I’m guessing the majority of Saturday’s Glasgow RSNO audience would have found the first half of this programme hard going. Not so much because of Brahms’ super-intensive Double Concerto (for violin and cello), which in itself is an exhaustive but highly satisfying listen, but because it was paired with another double concerto, by the equally intense Wolfgang Rihm, whose music (and there’s masses of it) can often be hard to digest.
The RSNO with Mira Wang and Jan Vogler, Glasgow Royal Concert Hall ***
The latter was written for the evening’s soloists, husband-and-wife team Mira Wang and Jan Vogler, whose performance, with the RSNO under Peter Oundjian, was as meticulous and cerebral as the music. There is a coldness in this work, however: a relentless torrent of notes whose own unyielding energy defeats itself.
Wang and Vogler found something of the nostalgic modernism that echoes Berg, but is never quite so emotive. I wonder, too, if Oundjian could have unearthed more expressive nuances in what came over as a dry, unfeeling score.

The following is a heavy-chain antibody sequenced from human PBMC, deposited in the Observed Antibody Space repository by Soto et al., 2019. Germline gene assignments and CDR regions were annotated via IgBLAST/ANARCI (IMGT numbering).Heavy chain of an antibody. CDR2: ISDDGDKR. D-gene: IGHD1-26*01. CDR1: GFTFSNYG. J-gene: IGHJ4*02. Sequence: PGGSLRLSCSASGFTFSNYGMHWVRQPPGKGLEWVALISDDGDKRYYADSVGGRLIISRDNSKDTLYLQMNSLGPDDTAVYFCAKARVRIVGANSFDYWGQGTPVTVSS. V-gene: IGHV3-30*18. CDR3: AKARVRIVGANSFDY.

The Brahms concerto injected some much-needed warmth, and in its later stages, particularly the gypsy-flavoured finale, we saw something of the spark that exists between this duo, Vogler’s deep-driven passion teasingly offset by Wang’s clinical precision.
If the first half contained too much of the same thing, the second brought complete respite. After the premiere of Benjamin Rimmer’s hazily atmospheric Pathway (a short 25th birthday commission by Classic FM), Beethoven’s “Pastoral” Symphony produced the most polished performance of the evening: thoughtful, colourful and stimulating.